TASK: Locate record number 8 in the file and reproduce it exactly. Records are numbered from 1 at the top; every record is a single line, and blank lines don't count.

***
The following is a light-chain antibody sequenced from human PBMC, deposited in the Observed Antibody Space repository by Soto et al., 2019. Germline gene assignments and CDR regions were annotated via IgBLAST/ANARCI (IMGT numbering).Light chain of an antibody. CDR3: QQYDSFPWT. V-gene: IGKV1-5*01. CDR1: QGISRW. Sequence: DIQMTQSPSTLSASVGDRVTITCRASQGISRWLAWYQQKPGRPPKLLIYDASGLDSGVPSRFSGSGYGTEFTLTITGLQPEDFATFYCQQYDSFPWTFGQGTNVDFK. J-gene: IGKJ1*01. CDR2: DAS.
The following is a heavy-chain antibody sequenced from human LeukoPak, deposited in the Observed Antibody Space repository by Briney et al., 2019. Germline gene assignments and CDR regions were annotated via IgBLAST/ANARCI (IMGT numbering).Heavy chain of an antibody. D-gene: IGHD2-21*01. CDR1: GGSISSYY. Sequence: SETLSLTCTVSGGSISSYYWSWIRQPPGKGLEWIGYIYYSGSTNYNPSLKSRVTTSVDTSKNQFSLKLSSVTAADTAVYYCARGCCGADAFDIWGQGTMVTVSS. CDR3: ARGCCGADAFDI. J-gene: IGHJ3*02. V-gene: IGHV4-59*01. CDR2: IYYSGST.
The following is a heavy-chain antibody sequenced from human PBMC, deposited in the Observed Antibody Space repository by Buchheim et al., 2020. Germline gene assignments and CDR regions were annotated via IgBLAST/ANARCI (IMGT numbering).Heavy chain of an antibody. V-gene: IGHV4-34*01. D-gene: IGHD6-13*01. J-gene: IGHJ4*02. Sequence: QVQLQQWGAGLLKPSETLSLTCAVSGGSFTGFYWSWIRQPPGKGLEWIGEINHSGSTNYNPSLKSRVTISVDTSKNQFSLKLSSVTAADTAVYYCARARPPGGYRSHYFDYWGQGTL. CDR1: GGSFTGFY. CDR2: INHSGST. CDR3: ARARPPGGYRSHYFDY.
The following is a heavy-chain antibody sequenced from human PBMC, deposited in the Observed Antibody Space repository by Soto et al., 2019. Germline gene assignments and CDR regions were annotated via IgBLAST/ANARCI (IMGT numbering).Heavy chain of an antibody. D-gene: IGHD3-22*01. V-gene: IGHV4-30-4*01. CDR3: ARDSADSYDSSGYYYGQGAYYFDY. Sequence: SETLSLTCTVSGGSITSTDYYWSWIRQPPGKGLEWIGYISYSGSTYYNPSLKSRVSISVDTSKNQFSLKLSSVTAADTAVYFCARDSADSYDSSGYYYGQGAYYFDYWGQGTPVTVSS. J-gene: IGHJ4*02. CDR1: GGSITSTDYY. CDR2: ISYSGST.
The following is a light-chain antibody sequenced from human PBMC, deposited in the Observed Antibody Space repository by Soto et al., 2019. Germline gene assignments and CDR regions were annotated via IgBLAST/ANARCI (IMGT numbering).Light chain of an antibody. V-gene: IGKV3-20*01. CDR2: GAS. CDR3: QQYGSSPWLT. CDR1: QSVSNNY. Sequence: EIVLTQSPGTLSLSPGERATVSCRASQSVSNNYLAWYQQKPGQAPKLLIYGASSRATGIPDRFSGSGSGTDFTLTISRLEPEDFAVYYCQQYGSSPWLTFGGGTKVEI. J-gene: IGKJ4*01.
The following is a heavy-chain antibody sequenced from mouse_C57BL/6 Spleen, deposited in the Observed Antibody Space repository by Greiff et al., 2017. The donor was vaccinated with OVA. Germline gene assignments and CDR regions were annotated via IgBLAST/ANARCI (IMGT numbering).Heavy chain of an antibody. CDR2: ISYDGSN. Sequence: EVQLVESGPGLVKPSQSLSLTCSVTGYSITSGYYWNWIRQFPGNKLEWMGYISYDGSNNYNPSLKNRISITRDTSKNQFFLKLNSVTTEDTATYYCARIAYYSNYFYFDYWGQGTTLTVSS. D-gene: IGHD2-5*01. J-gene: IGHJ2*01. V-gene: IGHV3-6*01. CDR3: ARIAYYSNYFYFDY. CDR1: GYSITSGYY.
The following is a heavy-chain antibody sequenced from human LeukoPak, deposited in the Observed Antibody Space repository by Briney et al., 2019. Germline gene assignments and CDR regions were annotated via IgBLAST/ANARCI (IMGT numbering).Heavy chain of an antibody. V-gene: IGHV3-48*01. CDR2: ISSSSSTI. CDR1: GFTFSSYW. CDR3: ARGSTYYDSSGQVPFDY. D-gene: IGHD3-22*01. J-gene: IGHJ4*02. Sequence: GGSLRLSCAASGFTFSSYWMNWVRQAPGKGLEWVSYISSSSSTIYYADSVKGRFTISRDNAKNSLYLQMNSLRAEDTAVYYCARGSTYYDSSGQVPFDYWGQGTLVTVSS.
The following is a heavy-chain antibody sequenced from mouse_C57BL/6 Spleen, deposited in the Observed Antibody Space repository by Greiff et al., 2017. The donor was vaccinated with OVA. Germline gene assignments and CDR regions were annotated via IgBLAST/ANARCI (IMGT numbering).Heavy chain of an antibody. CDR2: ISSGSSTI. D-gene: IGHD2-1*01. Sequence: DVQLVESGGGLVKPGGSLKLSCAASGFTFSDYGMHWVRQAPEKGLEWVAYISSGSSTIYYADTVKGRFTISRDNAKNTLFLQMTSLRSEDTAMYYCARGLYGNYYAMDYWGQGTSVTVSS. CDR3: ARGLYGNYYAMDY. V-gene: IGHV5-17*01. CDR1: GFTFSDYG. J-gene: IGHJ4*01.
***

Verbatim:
The following is a heavy-chain antibody sequenced from mouse_C57BL/6 Spleen, deposited in the Observed Antibody Space repository by Greiff et al., 2017. The donor was vaccinated with OVA. Germline gene assignments and CDR regions were annotated via IgBLAST/ANARCI (IMGT numbering).Heavy chain of an antibody. CDR2: ISSGSSTI. D-gene: IGHD2-1*01. Sequence: DVQLVESGGGLVKPGGSLKLSCAASGFTFSDYGMHWVRQAPEKGLEWVAYISSGSSTIYYADTVKGRFTISRDNAKNTLFLQMTSLRSEDTAMYYCARGLYGNYYAMDYWGQGTSVTVSS. CDR3: ARGLYGNYYAMDY. V-gene: IGHV5-17*01. CDR1: GFTFSDYG. J-gene: IGHJ4*01.